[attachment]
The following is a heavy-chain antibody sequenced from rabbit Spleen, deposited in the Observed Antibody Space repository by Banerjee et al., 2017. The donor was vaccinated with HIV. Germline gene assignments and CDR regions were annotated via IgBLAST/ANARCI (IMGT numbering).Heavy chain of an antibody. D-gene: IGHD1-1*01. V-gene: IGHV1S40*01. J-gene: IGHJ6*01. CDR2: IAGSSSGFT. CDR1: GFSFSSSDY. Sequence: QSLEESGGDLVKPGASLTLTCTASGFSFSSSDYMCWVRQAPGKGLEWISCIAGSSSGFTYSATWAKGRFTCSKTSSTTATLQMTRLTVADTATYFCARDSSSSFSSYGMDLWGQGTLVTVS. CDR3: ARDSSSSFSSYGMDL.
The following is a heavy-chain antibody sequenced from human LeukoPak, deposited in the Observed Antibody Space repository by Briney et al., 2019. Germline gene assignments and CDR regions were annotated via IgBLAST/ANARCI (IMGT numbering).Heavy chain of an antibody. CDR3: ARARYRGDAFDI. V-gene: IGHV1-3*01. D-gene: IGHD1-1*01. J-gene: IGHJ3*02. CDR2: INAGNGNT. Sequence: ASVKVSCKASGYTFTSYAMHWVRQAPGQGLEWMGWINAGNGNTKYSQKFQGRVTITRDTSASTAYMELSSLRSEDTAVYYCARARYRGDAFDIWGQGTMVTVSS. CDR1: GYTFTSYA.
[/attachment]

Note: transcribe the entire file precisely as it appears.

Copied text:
The following is a heavy-chain antibody sequenced from rabbit Spleen, deposited in the Observed Antibody Space repository by Banerjee et al., 2017. The donor was vaccinated with HIV. Germline gene assignments and CDR regions were annotated via IgBLAST/ANARCI (IMGT numbering).Heavy chain of an antibody. D-gene: IGHD1-1*01. V-gene: IGHV1S40*01. J-gene: IGHJ6*01. CDR2: IAGSSSGFT. CDR1: GFSFSSSDY. Sequence: QSLEESGGDLVKPGASLTLTCTASGFSFSSSDYMCWVRQAPGKGLEWISCIAGSSSGFTYSATWAKGRFTCSKTSSTTATLQMTRLTVADTATYFCARDSSSSFSSYGMDLWGQGTLVTVS. CDR3: ARDSSSSFSSYGMDL.
The following is a heavy-chain antibody sequenced from human LeukoPak, deposited in the Observed Antibody Space repository by Briney et al., 2019. Germline gene assignments and CDR regions were annotated via IgBLAST/ANARCI (IMGT numbering).Heavy chain of an antibody. CDR3: ARARYRGDAFDI. V-gene: IGHV1-3*01. D-gene: IGHD1-1*01. J-gene: IGHJ3*02. CDR2: INAGNGNT. Sequence: ASVKVSCKASGYTFTSYAMHWVRQAPGQGLEWMGWINAGNGNTKYSQKFQGRVTITRDTSASTAYMELSSLRSEDTAVYYCARARYRGDAFDIWGQGTMVTVSS. CDR1: GYTFTSYA.